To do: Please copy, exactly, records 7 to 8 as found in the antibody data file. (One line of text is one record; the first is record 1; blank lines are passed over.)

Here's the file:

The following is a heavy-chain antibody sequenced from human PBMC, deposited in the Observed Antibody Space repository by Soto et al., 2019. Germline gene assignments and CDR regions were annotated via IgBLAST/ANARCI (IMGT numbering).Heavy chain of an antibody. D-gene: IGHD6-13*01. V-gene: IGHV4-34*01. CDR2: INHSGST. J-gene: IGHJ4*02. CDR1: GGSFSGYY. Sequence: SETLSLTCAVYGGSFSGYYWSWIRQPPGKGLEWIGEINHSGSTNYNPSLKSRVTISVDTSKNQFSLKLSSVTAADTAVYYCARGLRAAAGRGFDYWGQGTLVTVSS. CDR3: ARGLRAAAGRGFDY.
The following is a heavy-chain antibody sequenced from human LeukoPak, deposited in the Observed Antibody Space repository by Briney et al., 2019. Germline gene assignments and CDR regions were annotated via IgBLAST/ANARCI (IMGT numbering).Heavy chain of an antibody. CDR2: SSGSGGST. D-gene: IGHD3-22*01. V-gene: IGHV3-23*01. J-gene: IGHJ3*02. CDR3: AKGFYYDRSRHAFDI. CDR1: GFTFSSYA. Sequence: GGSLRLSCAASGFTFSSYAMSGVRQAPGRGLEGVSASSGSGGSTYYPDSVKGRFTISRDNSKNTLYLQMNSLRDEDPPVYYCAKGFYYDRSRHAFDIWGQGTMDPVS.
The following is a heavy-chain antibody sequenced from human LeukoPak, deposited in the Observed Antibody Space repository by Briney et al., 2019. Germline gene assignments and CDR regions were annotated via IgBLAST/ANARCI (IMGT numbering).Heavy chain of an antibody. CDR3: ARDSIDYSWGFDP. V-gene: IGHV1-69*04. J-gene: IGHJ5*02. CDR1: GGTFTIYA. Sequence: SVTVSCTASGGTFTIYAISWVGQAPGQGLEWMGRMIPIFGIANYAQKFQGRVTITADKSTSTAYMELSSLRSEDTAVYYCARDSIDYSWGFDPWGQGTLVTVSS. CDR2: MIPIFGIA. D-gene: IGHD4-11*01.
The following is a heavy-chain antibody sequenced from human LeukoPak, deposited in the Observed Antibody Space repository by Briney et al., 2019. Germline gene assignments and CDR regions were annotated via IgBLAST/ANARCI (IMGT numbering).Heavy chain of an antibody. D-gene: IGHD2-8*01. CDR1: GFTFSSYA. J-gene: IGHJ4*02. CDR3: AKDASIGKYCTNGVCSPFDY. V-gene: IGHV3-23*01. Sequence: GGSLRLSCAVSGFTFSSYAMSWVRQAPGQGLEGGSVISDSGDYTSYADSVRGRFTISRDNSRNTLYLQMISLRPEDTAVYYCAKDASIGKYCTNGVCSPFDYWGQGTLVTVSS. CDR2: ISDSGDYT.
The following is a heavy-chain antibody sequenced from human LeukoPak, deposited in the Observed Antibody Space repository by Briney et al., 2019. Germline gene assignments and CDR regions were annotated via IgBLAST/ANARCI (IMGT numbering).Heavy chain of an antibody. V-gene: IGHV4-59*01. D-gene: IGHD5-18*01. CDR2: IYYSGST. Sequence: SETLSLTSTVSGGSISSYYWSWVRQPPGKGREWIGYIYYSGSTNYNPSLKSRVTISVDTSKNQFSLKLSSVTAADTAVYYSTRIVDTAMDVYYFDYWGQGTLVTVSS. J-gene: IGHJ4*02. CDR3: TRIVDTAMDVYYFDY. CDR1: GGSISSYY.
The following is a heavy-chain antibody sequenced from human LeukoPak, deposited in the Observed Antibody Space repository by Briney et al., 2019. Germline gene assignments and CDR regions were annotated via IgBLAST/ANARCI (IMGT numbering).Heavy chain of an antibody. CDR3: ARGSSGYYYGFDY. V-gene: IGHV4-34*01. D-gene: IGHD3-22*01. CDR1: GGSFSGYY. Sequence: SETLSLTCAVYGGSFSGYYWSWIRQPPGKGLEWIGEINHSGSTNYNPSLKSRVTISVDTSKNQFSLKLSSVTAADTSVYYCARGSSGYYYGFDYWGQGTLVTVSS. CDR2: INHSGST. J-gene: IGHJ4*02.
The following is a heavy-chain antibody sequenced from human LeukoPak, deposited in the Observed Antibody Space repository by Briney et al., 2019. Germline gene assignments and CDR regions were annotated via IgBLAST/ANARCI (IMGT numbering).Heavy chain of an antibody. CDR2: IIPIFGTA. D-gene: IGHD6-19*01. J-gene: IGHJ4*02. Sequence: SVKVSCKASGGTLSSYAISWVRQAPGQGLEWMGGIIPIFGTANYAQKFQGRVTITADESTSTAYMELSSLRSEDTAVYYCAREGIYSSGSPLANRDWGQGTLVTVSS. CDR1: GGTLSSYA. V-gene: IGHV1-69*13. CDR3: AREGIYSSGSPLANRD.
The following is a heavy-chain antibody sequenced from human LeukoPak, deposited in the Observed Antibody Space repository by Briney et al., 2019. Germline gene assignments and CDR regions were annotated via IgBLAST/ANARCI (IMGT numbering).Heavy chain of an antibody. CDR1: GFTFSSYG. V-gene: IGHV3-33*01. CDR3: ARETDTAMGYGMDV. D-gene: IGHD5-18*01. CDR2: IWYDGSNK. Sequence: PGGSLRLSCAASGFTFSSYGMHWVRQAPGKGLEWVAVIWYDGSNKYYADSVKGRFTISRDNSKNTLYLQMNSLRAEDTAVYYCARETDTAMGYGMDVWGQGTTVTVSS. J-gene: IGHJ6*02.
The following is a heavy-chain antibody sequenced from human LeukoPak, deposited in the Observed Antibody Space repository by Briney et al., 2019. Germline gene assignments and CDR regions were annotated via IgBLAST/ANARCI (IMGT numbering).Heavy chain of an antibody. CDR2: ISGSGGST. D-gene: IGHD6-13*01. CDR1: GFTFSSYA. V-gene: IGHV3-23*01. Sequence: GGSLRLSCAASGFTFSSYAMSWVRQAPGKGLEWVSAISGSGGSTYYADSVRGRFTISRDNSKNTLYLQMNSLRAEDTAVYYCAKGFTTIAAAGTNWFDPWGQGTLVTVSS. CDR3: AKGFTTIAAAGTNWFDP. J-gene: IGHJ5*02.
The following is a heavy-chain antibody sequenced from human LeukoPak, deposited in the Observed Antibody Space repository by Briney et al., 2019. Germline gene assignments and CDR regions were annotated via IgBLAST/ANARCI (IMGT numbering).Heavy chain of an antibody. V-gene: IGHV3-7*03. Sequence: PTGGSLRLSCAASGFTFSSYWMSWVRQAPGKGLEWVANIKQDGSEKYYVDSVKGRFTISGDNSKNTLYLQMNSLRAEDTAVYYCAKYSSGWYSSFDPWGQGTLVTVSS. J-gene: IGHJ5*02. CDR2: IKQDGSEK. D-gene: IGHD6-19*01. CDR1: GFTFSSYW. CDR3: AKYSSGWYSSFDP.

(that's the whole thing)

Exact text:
The following is a heavy-chain antibody sequenced from human LeukoPak, deposited in the Observed Antibody Space repository by Briney et al., 2019. Germline gene assignments and CDR regions were annotated via IgBLAST/ANARCI (IMGT numbering).Heavy chain of an antibody. CDR2: IIPIFGTA. D-gene: IGHD6-19*01. J-gene: IGHJ4*02. Sequence: SVKVSCKASGGTLSSYAISWVRQAPGQGLEWMGGIIPIFGTANYAQKFQGRVTITADESTSTAYMELSSLRSEDTAVYYCAREGIYSSGSPLANRDWGQGTLVTVSS. CDR1: GGTLSSYA. V-gene: IGHV1-69*13. CDR3: AREGIYSSGSPLANRD.
The following is a heavy-chain antibody sequenced from human LeukoPak, deposited in the Observed Antibody Space repository by Briney et al., 2019. Germline gene assignments and CDR regions were annotated via IgBLAST/ANARCI (IMGT numbering).Heavy chain of an antibody. CDR1: GFTFSSYG. V-gene: IGHV3-33*01. CDR3: ARETDTAMGYGMDV. D-gene: IGHD5-18*01. CDR2: IWYDGSNK. Sequence: PGGSLRLSCAASGFTFSSYGMHWVRQAPGKGLEWVAVIWYDGSNKYYADSVKGRFTISRDNSKNTLYLQMNSLRAEDTAVYYCARETDTAMGYGMDVWGQGTTVTVSS. J-gene: IGHJ6*02.